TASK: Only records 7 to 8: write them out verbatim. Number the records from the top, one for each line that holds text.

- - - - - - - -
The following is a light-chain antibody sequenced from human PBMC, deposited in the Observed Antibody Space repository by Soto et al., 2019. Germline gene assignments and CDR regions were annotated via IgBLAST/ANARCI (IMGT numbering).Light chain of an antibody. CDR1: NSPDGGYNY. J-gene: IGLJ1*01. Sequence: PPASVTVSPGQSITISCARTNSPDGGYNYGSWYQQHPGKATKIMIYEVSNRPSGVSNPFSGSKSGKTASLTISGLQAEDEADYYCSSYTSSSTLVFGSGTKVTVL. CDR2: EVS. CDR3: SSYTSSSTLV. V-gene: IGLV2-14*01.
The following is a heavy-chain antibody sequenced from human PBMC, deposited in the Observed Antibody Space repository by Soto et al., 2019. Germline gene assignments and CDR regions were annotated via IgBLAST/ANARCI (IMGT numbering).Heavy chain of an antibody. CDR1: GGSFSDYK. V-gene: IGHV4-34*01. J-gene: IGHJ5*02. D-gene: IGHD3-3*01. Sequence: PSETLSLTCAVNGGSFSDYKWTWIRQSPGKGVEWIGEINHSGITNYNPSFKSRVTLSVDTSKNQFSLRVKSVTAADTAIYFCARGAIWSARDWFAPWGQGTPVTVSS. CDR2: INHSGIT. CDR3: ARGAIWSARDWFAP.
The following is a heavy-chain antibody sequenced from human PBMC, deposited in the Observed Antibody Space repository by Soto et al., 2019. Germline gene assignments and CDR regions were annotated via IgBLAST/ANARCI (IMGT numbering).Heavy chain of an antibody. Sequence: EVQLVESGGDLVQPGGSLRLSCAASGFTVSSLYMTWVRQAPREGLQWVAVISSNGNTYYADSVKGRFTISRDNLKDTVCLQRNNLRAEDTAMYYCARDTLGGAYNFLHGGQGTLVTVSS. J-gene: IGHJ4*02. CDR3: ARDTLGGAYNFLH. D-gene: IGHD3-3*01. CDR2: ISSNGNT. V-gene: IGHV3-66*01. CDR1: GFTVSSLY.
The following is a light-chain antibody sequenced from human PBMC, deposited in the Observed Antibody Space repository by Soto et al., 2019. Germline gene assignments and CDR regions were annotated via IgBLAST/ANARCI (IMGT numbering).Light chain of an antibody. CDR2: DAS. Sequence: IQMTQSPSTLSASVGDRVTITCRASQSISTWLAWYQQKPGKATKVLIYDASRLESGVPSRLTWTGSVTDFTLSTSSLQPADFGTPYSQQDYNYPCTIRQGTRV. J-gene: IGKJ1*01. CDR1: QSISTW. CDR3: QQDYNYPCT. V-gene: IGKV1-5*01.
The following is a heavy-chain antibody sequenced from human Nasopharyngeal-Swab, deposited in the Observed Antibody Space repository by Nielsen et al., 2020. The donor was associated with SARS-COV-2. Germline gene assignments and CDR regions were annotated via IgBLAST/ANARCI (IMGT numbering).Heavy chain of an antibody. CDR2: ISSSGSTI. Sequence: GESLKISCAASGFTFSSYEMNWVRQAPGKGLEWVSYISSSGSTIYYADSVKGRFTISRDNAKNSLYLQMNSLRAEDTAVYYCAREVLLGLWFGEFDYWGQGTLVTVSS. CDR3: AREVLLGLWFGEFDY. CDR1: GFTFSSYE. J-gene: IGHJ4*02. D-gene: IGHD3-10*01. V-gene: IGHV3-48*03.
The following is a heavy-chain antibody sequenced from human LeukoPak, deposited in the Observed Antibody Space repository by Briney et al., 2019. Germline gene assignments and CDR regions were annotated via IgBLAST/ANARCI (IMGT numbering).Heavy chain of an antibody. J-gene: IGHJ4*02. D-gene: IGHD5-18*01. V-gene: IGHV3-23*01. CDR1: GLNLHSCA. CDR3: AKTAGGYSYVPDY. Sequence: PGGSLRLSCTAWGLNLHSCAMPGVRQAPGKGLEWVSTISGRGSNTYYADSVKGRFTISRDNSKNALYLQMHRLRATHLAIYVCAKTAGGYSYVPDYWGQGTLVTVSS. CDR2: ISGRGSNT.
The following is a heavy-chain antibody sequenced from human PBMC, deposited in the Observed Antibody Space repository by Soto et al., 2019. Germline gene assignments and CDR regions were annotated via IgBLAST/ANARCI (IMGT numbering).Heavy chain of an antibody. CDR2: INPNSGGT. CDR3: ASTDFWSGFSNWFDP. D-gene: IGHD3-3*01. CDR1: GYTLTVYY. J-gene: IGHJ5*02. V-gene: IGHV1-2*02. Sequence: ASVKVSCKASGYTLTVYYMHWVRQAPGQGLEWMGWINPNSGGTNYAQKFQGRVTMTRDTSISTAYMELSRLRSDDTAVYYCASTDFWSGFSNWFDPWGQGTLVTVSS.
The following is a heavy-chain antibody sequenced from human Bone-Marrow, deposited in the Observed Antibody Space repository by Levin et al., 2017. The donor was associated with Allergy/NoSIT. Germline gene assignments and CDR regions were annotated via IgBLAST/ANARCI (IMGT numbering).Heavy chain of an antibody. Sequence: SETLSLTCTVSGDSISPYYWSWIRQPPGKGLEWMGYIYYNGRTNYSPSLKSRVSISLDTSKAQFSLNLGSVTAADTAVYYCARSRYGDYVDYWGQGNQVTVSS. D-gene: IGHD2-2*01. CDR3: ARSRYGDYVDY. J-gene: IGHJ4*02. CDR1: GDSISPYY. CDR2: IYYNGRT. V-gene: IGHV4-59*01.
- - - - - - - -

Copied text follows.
The following is a heavy-chain antibody sequenced from human PBMC, deposited in the Observed Antibody Space repository by Soto et al., 2019. Germline gene assignments and CDR regions were annotated via IgBLAST/ANARCI (IMGT numbering).Heavy chain of an antibody. CDR2: INPNSGGT. CDR3: ASTDFWSGFSNWFDP. D-gene: IGHD3-3*01. CDR1: GYTLTVYY. J-gene: IGHJ5*02. V-gene: IGHV1-2*02. Sequence: ASVKVSCKASGYTLTVYYMHWVRQAPGQGLEWMGWINPNSGGTNYAQKFQGRVTMTRDTSISTAYMELSRLRSDDTAVYYCASTDFWSGFSNWFDPWGQGTLVTVSS.
The following is a heavy-chain antibody sequenced from human Bone-Marrow, deposited in the Observed Antibody Space repository by Levin et al., 2017. The donor was associated with Allergy/NoSIT. Germline gene assignments and CDR regions were annotated via IgBLAST/ANARCI (IMGT numbering).Heavy chain of an antibody. Sequence: SETLSLTCTVSGDSISPYYWSWIRQPPGKGLEWMGYIYYNGRTNYSPSLKSRVSISLDTSKAQFSLNLGSVTAADTAVYYCARSRYGDYVDYWGQGNQVTVSS. D-gene: IGHD2-2*01. CDR3: ARSRYGDYVDY. J-gene: IGHJ4*02. CDR1: GDSISPYY. CDR2: IYYNGRT. V-gene: IGHV4-59*01.